'Live out your dreams,' the cassette inlay promises as you drive a King Arthur class steam locomotive from London Victoria to Brighton. There are seven types of run presenting different problems but all are over the same 50 and 3/4 mile track through seven tunnels, numerous stations and landmarks.
The display shows you the view from the tender of the instruments in the cab and the track ahead. As the train moves you pass through the landscape, drawn in black and white and mostly bare. Tunnels, bridges, stations, permanent way workings, signals and Battersea power station all go by as you chuff along, smoke pouring out of the chimney.
The cab is full of displays to indicate the status of the engine but you don't have to control all of them. On the right of the screen are indications of the coal and water supplies, speed, the signal ahead, gradient, distance along track and time. There are nine controls to alter the performance of the engine, some of which you can leave to the computer if desired.
The regulator, cut-off and vacuum brake are always under your control and determine the speed and partly the economy of a run. The regulator determines the amount of power to the wheels and thus the speed and acceleration. The cut-off works in tandem with it. determining how much steam enters the engine cylinders and thus how much power they produce and at what efficiency. The brake works on several levels from light, medium, heavy to emergency, although the company and passengers will object to the latter.
The next features you can introduce are the blower and whistle. The blower is used when the regulator is shut off or when the tram is in a tunnel since it stops gases building up in the firebox and causing an explosive blowback into the cab. The normal passage of steam usually sucks gases out but the blower uses live steam when no steam is used for power and is therefore wasteful. The whistle is a warning device at tunnels and stations and. aside from being fun. wastes steam as well.
The injector and dampers are harder to use and control the water level m the boiler and the airflow to the fire. The water level must not get too high or low or disaster will result. The air flow controls the temperature of the fire (indicated by a thermometer), the rate of fuel consumption and the type of smoke produced. These are very tough to gauge and have to be kept a constant eye on.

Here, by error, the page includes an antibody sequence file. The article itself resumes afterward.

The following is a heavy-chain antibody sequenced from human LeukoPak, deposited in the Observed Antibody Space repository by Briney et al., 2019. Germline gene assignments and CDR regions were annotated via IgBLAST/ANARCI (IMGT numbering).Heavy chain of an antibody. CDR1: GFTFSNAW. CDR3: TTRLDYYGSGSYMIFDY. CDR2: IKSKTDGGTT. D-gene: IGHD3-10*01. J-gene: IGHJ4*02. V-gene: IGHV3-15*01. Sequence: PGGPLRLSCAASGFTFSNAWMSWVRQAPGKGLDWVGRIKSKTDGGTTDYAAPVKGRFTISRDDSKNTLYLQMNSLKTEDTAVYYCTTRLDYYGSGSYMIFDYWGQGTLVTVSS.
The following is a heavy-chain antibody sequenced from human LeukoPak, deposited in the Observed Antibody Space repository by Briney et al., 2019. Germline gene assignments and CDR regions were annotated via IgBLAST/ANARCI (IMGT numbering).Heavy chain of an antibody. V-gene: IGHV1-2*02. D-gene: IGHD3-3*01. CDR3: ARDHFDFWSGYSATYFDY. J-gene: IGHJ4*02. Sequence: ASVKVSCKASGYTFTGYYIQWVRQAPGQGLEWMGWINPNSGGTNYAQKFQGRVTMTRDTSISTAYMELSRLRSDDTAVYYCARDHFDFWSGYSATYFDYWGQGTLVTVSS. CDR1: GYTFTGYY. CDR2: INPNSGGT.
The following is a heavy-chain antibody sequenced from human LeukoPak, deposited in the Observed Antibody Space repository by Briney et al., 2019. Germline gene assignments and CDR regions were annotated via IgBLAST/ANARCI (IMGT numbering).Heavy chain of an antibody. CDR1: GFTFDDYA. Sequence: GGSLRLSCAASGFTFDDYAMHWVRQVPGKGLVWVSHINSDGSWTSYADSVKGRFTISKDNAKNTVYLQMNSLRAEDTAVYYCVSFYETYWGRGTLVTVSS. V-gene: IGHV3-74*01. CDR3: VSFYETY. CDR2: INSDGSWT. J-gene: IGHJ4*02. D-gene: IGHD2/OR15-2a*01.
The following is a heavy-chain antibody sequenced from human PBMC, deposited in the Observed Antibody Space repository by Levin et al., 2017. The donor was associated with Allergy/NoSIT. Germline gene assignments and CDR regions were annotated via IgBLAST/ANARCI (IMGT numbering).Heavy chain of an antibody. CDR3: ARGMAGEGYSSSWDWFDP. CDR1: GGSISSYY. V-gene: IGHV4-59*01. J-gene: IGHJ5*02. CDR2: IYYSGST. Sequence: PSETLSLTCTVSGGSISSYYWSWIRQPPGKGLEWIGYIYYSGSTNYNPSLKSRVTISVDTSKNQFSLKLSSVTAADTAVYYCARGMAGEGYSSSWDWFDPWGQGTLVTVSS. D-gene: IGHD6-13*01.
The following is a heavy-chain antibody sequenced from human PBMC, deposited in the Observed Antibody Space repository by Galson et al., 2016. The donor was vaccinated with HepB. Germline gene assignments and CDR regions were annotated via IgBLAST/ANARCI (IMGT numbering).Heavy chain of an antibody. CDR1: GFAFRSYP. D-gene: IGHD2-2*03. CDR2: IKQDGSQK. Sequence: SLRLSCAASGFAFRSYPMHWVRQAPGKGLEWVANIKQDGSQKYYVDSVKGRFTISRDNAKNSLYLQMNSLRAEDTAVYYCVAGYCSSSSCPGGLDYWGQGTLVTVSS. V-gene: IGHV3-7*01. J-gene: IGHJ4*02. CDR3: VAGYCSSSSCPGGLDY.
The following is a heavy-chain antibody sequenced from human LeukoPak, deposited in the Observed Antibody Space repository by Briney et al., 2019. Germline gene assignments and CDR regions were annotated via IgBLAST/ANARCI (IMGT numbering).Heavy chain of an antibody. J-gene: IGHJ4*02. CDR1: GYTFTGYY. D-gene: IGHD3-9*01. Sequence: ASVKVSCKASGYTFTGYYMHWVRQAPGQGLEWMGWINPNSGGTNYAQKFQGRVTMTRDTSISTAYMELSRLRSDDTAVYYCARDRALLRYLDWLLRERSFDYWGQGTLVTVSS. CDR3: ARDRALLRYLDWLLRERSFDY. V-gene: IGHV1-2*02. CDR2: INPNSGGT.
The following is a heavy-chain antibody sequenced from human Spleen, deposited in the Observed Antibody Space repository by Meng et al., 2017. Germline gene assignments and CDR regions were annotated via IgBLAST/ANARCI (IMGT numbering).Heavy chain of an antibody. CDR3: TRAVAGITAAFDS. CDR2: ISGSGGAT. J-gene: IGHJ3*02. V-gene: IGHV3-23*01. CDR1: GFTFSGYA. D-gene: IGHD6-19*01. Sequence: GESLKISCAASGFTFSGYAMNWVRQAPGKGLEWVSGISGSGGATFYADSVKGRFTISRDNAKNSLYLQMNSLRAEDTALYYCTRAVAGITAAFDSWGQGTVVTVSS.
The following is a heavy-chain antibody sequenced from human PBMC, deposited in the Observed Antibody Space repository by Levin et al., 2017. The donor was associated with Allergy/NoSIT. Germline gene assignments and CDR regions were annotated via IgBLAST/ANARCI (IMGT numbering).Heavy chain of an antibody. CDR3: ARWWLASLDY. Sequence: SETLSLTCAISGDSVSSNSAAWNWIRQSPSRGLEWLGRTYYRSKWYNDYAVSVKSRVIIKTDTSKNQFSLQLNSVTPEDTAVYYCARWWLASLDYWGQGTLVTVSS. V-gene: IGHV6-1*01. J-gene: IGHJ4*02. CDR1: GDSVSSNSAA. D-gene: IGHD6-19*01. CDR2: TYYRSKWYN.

The only other controls are the stoking of the fire and the opening of the fire doors. This also determines the temperature of the fire and economy of fuel use. Having mastered these controls you can start to worry about the hazards that face you.
The seven runs involve many different timetables and problems. Some runs involve fast economical running while others involve stopping at stations for passengers and at signals. Sections of the track have speed limits where you may derail if you speed and lots of other safety penalties can be incurred for bad stopping, failing to whistle or overshooting signals. At the end of each rim you are marked for your timekeeping, economy and safety to produce an overall pass or fail.
The graphics are bare but adequate but the puffing noise is nice, even muffling in tunnels. The controls can be complicated to learn so this simulation won't appeal to all - but steam-tram fanatics and simulation freaks will love it. The atmosphere is terrific (smell that smoke) and the options mean its got lots of lasting interest.
Although not even I am old enough to remember steam-trains, I couldn't help feeling nostalgic about this game - perhaps because of those childhood train sets. It certainly makes a change from yet more flight simulators, and I for one would rather aim for Brighton than the stars.
P. Marvellous atmosphere.
P. The one and only steam-train simulation.
P. Lots of options and runs.
P. Tough game to master.
P. If you like trains, then you'll love this!
N. Controls may be too complicated (too realistic?)
N. May not appeal to all tastes.